The breadbasket of Europe

Rev Trevor Boyd

23.4.2022 | Mission in Ireland, Farming & Rural Life

As Ukraine continues to endure Russia’s war upon its land and people, along with the tragic loss of life and a growing refugee crisis, one of the many consequences of the invasion will be its impact on the production of the country’s grain crops. Known as the ‘breadbasket of Europe’ Rev Trevor Boyd writes that the long-term global impact has yet to be felt, but one of the worst kinds of spiritual ‘famines’, which the Prophet Amos describes, is a famine of hearing the word of God.

As part of the government’s Net Zero Strategy set out in October 2021, it ‘aims to restore the UK countryside to reduce emissions, sequester carbon and build resilience to climate change.’ It was the line, ‘Tree planting will increase to sequester carbon and peatlands will be restored’ which caused alarm for many farmers.

This fuelled a debate on the role and the importance of the farmer in our economy. Would planting more trees make us more dependent on importing food through trade deals with other countries? The war in Ukraine has further intensified discussion on our food supply chain. The reality that the UK is just above 60% self-sufficient in food has been a wake-up call to some.

Impact of Russia’s war

Ukraine is still very much the breadbasket of Europe, and the war will have a major impact on the cost of our groceries, including our bread. For millions of Ukrainians, the cost goes far beyond the price of food. Homes have either been abandoned or destroyed, with families having lost loved ones, or been separated, causing them untold suffering in a mounting crisis that is becoming the biggest European refugee emergency since 1945.

In many of the Old Testament Bible stories people moved from one country to another and became refugees, often because of famine. There is the story of Abraham and Sarah who left their home to go to Egypt. Jacob and his family also left their home and went to Egypt. Elimelech and Naomi with their sons left Bethlehem and went to the land of Moab. In each case they moved because of the shortage of food.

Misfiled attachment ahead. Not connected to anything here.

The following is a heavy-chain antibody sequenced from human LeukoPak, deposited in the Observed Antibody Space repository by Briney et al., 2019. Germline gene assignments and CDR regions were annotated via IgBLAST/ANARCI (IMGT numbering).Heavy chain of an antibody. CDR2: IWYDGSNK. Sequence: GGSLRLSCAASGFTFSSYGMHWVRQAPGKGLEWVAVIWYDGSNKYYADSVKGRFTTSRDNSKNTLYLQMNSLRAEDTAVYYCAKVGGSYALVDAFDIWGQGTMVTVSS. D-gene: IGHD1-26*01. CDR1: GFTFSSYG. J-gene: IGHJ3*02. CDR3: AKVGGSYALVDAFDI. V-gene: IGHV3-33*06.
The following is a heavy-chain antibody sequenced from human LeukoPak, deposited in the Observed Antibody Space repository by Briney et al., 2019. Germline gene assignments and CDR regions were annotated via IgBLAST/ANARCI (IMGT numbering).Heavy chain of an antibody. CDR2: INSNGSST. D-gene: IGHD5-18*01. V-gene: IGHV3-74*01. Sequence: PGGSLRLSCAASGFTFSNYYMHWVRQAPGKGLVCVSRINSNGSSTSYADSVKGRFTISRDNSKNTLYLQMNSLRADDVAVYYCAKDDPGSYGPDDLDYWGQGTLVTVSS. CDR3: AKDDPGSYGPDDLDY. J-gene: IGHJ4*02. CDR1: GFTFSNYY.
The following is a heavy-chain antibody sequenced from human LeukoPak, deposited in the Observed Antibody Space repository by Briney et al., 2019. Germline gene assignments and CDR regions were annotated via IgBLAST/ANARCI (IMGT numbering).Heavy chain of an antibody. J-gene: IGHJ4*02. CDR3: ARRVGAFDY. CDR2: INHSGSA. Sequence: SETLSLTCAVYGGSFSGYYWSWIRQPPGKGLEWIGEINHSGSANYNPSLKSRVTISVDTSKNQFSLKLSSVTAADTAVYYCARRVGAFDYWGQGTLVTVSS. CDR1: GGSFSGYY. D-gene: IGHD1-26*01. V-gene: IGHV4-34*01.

The name Bethlehem means, ‘house of bread’ because it was a ‘breadbasket’ providing bread for people in Israel. This ‘house of bread’ became the birthplace of the Saviour Jesus, bringing together both the physical and spiritual bread. In Mathew 4:4, in answer to a question, Jesus says, “It is written: ‘Man shall not live on bread alone, but on every word that comes from the mouth of God.”

Our physical & spiritual needs

God knows that we need physical food. He demonstrated that through the feeding of the Children of Israel with Manna in the desert for 40 years (Exodus 13-16 & 31). He demonstrated that through Jesus feeding 5,000 people (Mark 6: 30-44) and the crowd of 4,000 (Mark 8:1-10). We so often forget that God still provides food for the world each day. Jesus taught us to recognise this by praying to God in Matthew 6:11 ‘give us this day our daily bread’.

God provides physical food, and in John 6:35 demonstrated that He also provides spiritual food when Jesus declared, “I am the bread of life. Whoever comes to me will never go hungry, and whoever believes in me will never be thirsty.”

Terrible and painful as a shortage of bread is for our human bodies, the most tragic famine is described in Amos 8:11 - a famine of hearing the word of God. Today, can I encourage you to read and listen to the word of God that it may be your spiritual breadbasket from which you will be nourished? Can I also urge you to believe that Jesus Christ is the ‘bread of life’, trusting that you will place your faith in Him as your Lord and as your Saviour - and as you feed upon His word, may it be well with your soul for now and eternity.

Trevor Boyd is the minister of Draperstown and Tobermore Presbyterian Churches in the shadow of the Sperrin Mountains in County Londonderry. Married to Barbara, the father of three is a sheep breeder and previously sold animal health products across Northern Ireland.

His blog appeared in a fortnightly column entitled ‘Good News For the Countryside’, in today’s Farming Life, where people from a farming background, or who have a heart for the countryside, offer a personal reflection on faith and rural life.

You can look at other blogs in this series here.

If you would like to talk to someone about any of the issues raised in this article, please email Rev Kenny Hanna, PCI’s Rural Chaplain at or call him on 07938 488 372.

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